Big bumps in salaries and bonuses made the top executives at the largest U.S. banking companies considerably richer last year.
Proxy statements filed this spring with the Securities and Exchange Commission showed that the 10 highest-paid bankers in 1996 had these things in common:
Their companies underwent major reorganizations.
They were aided by a huge run-up in their banks' stock prices.
The bulk of their pay came in the form of bonuses tied to performance.
Joel B. Alvord, who retired at yearend as chairman of Fleet Financial Group, headed the cash compensation list at $15 million, a figure that analysts said was outsize because of a severance package. Mr. Alvord headed Shawmut National Corp. before Fleet bought it in 1995.
Frank N. Newman, chairman of Bankers Trust New York Corp., and Walter V. Shipley, his counterpart at Chase Manhattan Corp., were next on the list at $5.7 million. Three others exceeded $5 million.
"It's a subject that really ticks off a lot of people," said Richard X. Bove, an analyst at Raymond James Associates. "But in most cases, these executives earned that money both by being there a long time and by accumulating a lot of value for shareholders."
Mr. Newman at Bankers Trust, the seventh-largest banking company, enjoyed a 558% increase from 1995, when he joined as senior vice chairman. He became chairman last April with the departure of Charles Sanford.
Analysts said Mr. Newman's pay also reflects efforts to remake the image of Bankers Trust in the wake of a highly publicized derivatives scandal.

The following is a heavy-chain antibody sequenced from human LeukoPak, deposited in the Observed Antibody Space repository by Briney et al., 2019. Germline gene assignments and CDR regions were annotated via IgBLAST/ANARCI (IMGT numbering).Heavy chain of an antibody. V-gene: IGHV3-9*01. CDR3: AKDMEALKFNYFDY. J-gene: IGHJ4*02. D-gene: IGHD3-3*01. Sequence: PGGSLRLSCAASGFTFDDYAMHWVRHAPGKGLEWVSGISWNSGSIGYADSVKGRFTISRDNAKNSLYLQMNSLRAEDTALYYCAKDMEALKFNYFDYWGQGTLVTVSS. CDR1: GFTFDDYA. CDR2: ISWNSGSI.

A former BankAmerica Corp. and U.S. Treasury official, Mr. Newman "walked in there with enormous stature," said Mr. Bove.
The largest bank, Chase Manhattan Corp., placed three of its executives- Mr. Shipley, president Thomas G. Labrecque, and senior vice chairman Edward D. Miller-in the industry top 10.
They were rewarded for the successful merger last year with Chemical Banking Corp., said analysts. And more "merger bonus" is coming. Mr. Shipley is to receive $5 million over a three-year period that began in 1996 for completing the Chemical deal, a bank spokesman said.
J. Carter Bacot, the chairman at Bank of New York Co.-the nation's 16th- largest bank-was fourth on the list with $5.5 million. Mr. Bacot, who has been at the helm for the last 15 of his 37 years with the bank, is credited for cost cutting and for building technology infrastructure.
The sole business-line head among the 10 top earners-James E. "Ted" Virtue, senior vice president and head of investment banking at Bankers Trust-was paid $5.4 million.
Observers said Mr. Virtue's compensation was customary for those engaged in nontraditional activities. Mr. Virtue could command similarly high pay elsewhere on Wall Street, consultants said.
Five of the top 10 work at banks that focus heavily on trading and investment activities, a symbolically important point.
"Every commercial bank that has tried to get into capital markets but has been unwilling to pay the big bucks has failed," said Steve Hall, a partner at Pearl Meyer & Partners, a New York executive search firm.
"The boards are realizing that it's penny wise and pound foolish not to pay that kind of money to keep the talent."
Conspicuously absent from the top 10 is John S. Reed, chairman of No. 2- ranked Citicorp. Market watchers said his 1996 pay of $3.55 million, which included a lower bonus than he received in 1995, may reflect that the bank did not perform as well as expected.